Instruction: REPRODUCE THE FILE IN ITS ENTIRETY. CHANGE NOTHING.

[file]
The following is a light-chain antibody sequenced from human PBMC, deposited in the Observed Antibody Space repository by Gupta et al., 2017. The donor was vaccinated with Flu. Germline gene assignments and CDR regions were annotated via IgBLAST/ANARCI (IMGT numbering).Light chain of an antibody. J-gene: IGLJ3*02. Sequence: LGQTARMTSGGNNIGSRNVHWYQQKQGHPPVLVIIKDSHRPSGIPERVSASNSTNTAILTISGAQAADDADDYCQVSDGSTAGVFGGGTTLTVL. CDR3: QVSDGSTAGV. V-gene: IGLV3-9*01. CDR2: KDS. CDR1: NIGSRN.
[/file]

The following is a light-chain antibody sequenced from human PBMC, deposited in the Observed Antibody Space repository by Gupta et al., 2017. The donor was vaccinated with Flu. Germline gene assignments and CDR regions were annotated via IgBLAST/ANARCI (IMGT numbering).Light chain of an antibody. J-gene: IGLJ3*02. Sequence: LGQTARMTSGGNNIGSRNVHWYQQKQGHPPVLVIIKDSHRPSGIPERVSASNSTNTAILTISGAQAADDADDYCQVSDGSTAGVFGGGTTLTVL. CDR3: QVSDGSTAGV. V-gene: IGLV3-9*01. CDR2: KDS. CDR1: NIGSRN.